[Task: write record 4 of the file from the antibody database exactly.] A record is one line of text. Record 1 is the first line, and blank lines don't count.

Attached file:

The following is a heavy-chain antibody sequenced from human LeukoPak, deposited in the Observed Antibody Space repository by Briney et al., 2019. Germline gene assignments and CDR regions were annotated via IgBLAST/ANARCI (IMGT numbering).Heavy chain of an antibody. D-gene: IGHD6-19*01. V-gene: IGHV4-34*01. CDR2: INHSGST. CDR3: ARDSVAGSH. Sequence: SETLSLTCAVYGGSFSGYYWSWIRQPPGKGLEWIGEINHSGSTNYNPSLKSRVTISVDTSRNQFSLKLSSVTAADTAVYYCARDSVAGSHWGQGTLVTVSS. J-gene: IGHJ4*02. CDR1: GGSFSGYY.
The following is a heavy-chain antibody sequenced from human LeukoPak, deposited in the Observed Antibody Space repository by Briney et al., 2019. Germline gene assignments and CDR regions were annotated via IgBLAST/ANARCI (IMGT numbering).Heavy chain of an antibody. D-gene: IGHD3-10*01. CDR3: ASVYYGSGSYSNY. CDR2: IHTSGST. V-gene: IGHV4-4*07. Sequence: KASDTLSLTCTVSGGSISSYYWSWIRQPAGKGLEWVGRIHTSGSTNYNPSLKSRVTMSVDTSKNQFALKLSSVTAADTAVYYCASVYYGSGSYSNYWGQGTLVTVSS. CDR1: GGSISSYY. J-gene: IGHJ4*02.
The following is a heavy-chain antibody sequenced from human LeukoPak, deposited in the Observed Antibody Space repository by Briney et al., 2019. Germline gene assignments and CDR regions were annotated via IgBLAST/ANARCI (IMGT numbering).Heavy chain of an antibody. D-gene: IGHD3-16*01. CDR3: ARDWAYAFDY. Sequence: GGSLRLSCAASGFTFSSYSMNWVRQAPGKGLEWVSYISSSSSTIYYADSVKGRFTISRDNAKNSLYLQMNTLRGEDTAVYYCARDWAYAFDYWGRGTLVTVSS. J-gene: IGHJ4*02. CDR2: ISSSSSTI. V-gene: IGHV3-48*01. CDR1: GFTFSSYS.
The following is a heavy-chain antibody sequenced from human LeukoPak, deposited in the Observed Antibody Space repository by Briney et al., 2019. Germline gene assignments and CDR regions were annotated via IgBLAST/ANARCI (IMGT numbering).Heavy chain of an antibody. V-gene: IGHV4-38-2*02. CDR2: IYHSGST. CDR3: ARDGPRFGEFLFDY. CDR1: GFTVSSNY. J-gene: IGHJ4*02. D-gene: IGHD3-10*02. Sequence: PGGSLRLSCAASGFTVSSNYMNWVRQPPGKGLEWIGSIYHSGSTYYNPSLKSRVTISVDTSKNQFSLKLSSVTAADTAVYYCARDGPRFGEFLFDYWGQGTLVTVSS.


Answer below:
The following is a heavy-chain antibody sequenced from human LeukoPak, deposited in the Observed Antibody Space repository by Briney et al., 2019. Germline gene assignments and CDR regions were annotated via IgBLAST/ANARCI (IMGT numbering).Heavy chain of an antibody. V-gene: IGHV4-38-2*02. CDR2: IYHSGST. CDR3: ARDGPRFGEFLFDY. CDR1: GFTVSSNY. J-gene: IGHJ4*02. D-gene: IGHD3-10*02. Sequence: PGGSLRLSCAASGFTVSSNYMNWVRQPPGKGLEWIGSIYHSGSTYYNPSLKSRVTISVDTSKNQFSLKLSSVTAADTAVYYCARDGPRFGEFLFDYWGQGTLVTVSS.